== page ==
Henry Ward Beecher was part of an outspoken family well-known for their abolitionist views and advocacy of social reform. A sister, Harriet Beecher Stowe, wrote Uncle Tom’s Cabin. A brother, Edward Beecher, was also a preacher. Dr. Edward Beecher was the first pastor of First Congregational Church in Galesburg, Illinois, a town active in the Underground Railroad. The First Congregational Church was the first brick church built in Galesburg, and quickly became known simply as “the Brick Church” and much later as “Beecher Chapel.”

Central Congregational Church, Galesburg, Illinois, a memorial to Dr. Edward Beecher
beecher4.jpg
 

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Here is a newer window celebrating Lucretia Mott and Harriet Beecher Stowe abolitionist women... with Joan of Arc?

The representation of such women as Joan of Arc is noted in Panel #14 aptly named the Liberators, fulfilling a public need for saintly heroines. Joan of Arc is curiously positioned between American activists Lucretia Mott and Harriet Beecher Stowe, women whose abandonment of conventional female roles is in less tension with the Proverbs’ demand on women as wives and mothers since the Liberators mission was socially acceptable. Other Liberators titled as the Suffrage Workers can be viewed in Panel #15.

Building: Christ Church Cranbrook
City: Bloomfield Hills
State: Michigan


17-85-9AE-134-94.0158-N150-14Liberators.jpg


It is part of a large stained glass window celebrating famous women of history up until 1929 so there are few civil war women in the large stained glass window... take a look at through the link below...

http://www.michiganstainedglass.org/collections/window.php?id=17-81-33
 

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Red Cross made a Stained Glass Windows: 3 panels...

https://www.redcross.org/about-us/who-we-are/history/tiffany-windows.html

Mabel T. Boardman, a prominent early 20th-century leader and secretary of the American Red Cross for many years, suggested the idea for the windows to the Women’s Relief Corps of the North and the United Daughters of the Confederacy, two organizations of Civil War women. Each organization contributed $5,000 and the three windows were created for a total of $10,000. The contributions of these two organizations confirmed the dedication of the building “In Memory of the Heroic Women of the Civil War.”

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Left Panel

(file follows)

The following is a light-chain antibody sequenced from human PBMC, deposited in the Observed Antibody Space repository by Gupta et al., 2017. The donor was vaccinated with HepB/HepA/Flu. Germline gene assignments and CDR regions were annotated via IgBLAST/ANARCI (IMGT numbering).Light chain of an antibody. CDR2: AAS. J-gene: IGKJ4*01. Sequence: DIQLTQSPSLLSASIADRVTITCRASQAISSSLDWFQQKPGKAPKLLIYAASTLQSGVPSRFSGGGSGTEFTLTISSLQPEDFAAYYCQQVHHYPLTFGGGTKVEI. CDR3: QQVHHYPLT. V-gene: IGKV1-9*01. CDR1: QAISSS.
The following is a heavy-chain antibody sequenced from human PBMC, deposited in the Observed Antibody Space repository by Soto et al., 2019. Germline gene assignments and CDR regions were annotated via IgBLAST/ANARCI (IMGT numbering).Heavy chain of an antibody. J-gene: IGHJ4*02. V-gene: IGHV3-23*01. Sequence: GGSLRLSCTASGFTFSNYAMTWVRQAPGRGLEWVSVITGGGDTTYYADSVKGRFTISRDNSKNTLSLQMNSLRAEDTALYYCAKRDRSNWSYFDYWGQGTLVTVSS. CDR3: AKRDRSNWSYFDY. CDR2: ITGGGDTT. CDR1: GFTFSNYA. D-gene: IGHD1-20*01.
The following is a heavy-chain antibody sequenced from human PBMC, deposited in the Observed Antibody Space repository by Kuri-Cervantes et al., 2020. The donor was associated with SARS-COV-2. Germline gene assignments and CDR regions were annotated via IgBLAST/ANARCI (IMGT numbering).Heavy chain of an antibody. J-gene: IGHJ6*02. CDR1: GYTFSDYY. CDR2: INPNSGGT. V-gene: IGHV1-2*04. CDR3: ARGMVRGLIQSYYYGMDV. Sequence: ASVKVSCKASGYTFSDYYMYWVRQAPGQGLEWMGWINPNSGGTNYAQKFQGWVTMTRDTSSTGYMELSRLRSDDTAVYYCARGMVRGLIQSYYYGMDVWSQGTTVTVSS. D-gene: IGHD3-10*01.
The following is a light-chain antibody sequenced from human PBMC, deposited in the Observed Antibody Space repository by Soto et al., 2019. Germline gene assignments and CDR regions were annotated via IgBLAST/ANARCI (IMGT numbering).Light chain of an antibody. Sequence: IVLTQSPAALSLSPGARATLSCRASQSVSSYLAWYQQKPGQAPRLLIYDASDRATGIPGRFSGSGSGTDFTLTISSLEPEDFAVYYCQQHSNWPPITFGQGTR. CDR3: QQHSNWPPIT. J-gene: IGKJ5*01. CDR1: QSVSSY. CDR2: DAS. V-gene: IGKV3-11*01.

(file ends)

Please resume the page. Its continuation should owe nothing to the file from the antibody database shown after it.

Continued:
The Women's Relief Corps of the North donated the left panel. Miss Boardman stated that it was inspired by Henry Wadsworth Longfellow’s poem, Santa Filomena, that glorified the work of Florence Nightingale: “A lady with a lamp shall stand in the great history of the land, a noble type of good, heroic womanhood.” Louis Comfort Tiffany’s St. Filomena, noted for her healing powers, is surrounded by attendant maidens who provide love and compassion. One carries a shield emblazoned with the Red Cross emblem. She is followed by Hope, carrying a banner with an anchor on painted on it. By her side is Mercy, bearing gifts. Next is Faith, who carries a torch and palm fronds and Charity who offers a healing drink. In the foreground, a mother holds her child, who has gathered flowers, while in the background, a maiden carries the Red Cross banner.

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Center Panel
The central panel was a gift of both organizations. The panel portrays an army of gallant knights in armor, carrying spears, and mounted on horses as they head into battle. The central figure carries a large flag with the Red Cross emblem in the center. He rides a white steed bedecked with a jeweled saddle and bridle. These “Tiffany Jewels" are colored glass stones that are embedded in the windows. Near the feet of the trotting horse lies a fallen warrior who is receiving food and aid from a faithful comrade. The window expresses that even in the middle of battle, there is still a time and a place for humanitarian behavior.

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Right Panel
The right panel was given by the United Daughters of the Confederacy. According to Miss Boardman, a great friend of the American Red Cross, Nobel Peace Prize winner Elihu Root suggested the theme for this window. It depicts Una, wife of the Red Cross knight in Edmund Spenser’s highly allegorical epic, The Faerie Queen. The story depicts proper human behavior. Una represents Truth. She is the graceful central figure in the panel with an abundance of good deeds (flowers) overflowing her apron. Maidens accompany her. One carries a cross and another a lamp of wisdom. Behind her is a banner with a heart, symbolizing love. Other women carry Red Cross banners. A young woman kneels in front of Una holding a shield with the Red Cross emblem on it. The shield inspired the design of the Tiffany award, the highest recognition that an American Red Cross staff member can receive.